Billionaire investor Warren Buffett's Berkshire Hathaway invests over $100 billion in individual stocks, and while Buffett's renowned for his patience, it appears he's pretty unhappy about the performance of IBM (NYSE:IBM) and General Electric (NYSE:GE). According to Berkshire Hathaway's quarterly 13-F report, Buffett spent last quarter reducing his ownership stake in Big Blue and unloading all of his shares in GE.
IBM's competition is stiff, and profit is struggling to grow
IBM may be a big-cap technology stalwart, but its attempts to transform itself by focusing on next-generation technology has been slow to overcome headwinds associated with declining demand for its legacy hardware products.
The company announced disappointing first-quarter financials back in April, and in July, it didn't offer much more to cheer about when it released its second-quarter numbers. Sales slipped another 4.7% year over year, bringing the company's streak of quarterly annual revenue declines to 21. The company reported that earnings per share increased 1% year over year, but as fellow Fool Timothy Green points out, the increase disappears if you take away the benefit of a lower tax rate.
IBM's pinned its hopes on a return to growth on its strategic-imperatives businesses, a collection of services focusing on higher-growth opportunities like cloud computing. Revenue from these businesses has been a bright spot for the company in the past, but the pace of growth slowed in Q2 -- sparking worries that IBM may be struggling to compete against top players including Amazon.com's AWS, Microsoft, and Alphabet. IBM's strategic-imperatives sales have grown at a strong double-digit rate, but in Q2, performance was much more mixed, with cloud and mobile posting growth of 15% and 27%, respectively, and analytics and security growing by only 4% each, including currency impacts.
The quarterly results probably didn't inspire much confidence in Warren Buffett, who reported in his first-quarter SEC filings that he had already begun selling off some of his massive position in IBM. In the first quarter, he sold about 17 million shares, leaving him with 64.5 million shares remaining on March 31. In the second quarter, his selling continued, leaving him with about 54.1 million shares on June 30.
It's anyone's guess if Buffett's going to eliminate IBM shares from his portfolio altogether, but I wouldn't bet against it. It's hard to sell as much stock as Buffett owns in IBM without causing a big drop in share prices, so in instances like this, Buffett has taken a measured approach that includes selling shares over the span of a few quarters. One recent example of this was his decision to sell his Wal-Mart Stores, Inc. stock. It took him about one year to fully unwind that position.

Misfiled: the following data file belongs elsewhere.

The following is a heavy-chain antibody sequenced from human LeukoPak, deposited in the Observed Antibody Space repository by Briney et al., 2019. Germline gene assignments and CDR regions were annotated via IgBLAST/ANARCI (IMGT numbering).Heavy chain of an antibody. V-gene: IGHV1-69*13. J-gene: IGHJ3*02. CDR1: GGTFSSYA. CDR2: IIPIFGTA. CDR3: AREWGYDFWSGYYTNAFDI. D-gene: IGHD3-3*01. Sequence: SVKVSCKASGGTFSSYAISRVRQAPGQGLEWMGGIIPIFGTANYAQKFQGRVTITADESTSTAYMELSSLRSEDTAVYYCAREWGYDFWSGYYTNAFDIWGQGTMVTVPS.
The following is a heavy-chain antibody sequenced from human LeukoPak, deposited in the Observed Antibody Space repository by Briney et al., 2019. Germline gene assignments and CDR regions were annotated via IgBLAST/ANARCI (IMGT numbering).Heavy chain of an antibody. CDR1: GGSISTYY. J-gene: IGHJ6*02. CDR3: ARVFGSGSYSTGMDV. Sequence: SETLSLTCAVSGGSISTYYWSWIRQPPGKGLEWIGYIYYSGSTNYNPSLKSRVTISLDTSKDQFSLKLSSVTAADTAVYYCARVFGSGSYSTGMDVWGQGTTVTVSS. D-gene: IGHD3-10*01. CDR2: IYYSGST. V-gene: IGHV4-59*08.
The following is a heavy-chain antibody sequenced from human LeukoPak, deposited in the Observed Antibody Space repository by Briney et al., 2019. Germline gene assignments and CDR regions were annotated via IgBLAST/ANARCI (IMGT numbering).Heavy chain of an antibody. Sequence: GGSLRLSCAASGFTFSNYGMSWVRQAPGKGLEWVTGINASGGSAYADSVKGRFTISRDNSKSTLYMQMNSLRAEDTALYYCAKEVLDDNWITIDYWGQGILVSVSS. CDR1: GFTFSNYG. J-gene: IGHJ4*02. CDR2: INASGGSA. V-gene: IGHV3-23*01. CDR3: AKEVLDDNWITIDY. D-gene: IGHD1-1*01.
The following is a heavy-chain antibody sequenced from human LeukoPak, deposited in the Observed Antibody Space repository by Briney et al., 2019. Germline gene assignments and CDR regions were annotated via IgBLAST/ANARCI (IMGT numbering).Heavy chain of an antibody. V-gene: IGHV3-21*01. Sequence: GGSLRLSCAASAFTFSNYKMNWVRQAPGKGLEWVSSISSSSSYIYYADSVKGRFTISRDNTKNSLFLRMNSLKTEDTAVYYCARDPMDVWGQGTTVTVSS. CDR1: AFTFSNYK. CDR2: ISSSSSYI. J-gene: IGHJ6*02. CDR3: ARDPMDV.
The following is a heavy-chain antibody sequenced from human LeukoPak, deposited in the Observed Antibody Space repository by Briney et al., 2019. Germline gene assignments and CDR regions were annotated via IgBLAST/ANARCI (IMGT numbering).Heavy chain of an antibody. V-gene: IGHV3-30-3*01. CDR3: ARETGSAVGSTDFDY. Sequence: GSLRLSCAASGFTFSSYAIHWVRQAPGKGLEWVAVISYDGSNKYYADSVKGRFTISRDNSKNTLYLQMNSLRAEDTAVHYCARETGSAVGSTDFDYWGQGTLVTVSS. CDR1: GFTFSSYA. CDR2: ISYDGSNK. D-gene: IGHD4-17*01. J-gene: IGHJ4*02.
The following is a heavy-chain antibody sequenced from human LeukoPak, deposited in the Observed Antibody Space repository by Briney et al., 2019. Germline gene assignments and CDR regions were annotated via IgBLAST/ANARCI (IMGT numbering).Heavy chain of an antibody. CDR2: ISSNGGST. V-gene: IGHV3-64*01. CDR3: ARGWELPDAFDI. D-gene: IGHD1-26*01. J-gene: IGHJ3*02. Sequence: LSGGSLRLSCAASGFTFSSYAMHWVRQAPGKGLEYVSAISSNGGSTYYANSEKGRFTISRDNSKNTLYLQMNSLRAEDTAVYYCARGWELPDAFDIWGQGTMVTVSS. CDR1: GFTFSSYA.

General Electric: Too many challenges
After the financial crisis, General Electric took big steps to reduce its exposure to consumer finance and boost its exposure to energy. It's too early to say for sure if those were smart moves, but lately, the report card is mixed. With longtime CEO Jeffery Immelt exiting earlier this month, there appears to be too much uncertainty associated with owning GE stock for Warren Buffett to stick around.
Buffett gave GE an important vote of confidence during the financial crisis when he invested $3 billion in GE warrants in 2008 that he later converted into stock. However, he sold 10.6 million shares in Q2, which represented the last of his remaining investment in the industrial giant.
It's likely that the Oracle of Omaha made a nice pile of money on GE over the years because, while GE's stock has dipped lately, it gained about 40% during Buffett's investment period. Nevertheless, Buffett's decision to sell the rest of his GE shares indicates he'd rather own cash than continue owning GE. Frankly, it's hard to blame him given that GE's second-quarter sales fell 11.7% and its net earnings fell 57% year over year.
New CEO John Flannery, who took the helm in August, clearly has some work to do to get GE's ship back on course. Previously, Flannery was the top person at GE Healthcare, a bright spot in the company's performance over the past decade. Navigating what's become a very tough energy market will be among his biggest challenges.
GE recently merged its energy business with Baker Hughes to form an energy service Goliath -- however, crude prices and natural gas prices have remained depressed and that's crimped demand and sent GE's oil and gas-related revenue 6% lower through the first six months of 2017 when compared to 2016. Profit in the oil and gas segment nosedived 52% in Q2 alone -- hardly encouraging news.
GE's transportation business, which includes its rail business, is also a trouble spot. Its sales fell 5% year over year in the first six months of 2017, and that drop caused an 18% decline in that segment's profit over the period. It probably shouldn't be ignored that Warren Buffett owns Burlington Northern, one of the country's biggest rail companies. From that perch, he probably has an interesting view of what locomotive demand looks like going forward. If his selling of GE is any indication, Flannery has an uphill climb ahead of him with this business.
Overall, General Electric's success is tightly tied to the global industrial economy, but since it's become less reliant on consumer spending, it may no longer jibe with Buffett's current thinking. After all, while he was cutting ties with GE last quarter, Buffett was investing hundreds of millions of dollars in Synchrony Financial (NYSE:SYF), which was formerly part of GE's consumer-lending business before being spun-off in 2014. Perhaps one investing takeaway from Buffett's sale of GE is that he has more confidence that American workers' wages will strengthen than he does that commodities and industrial-goods spending is heading higher.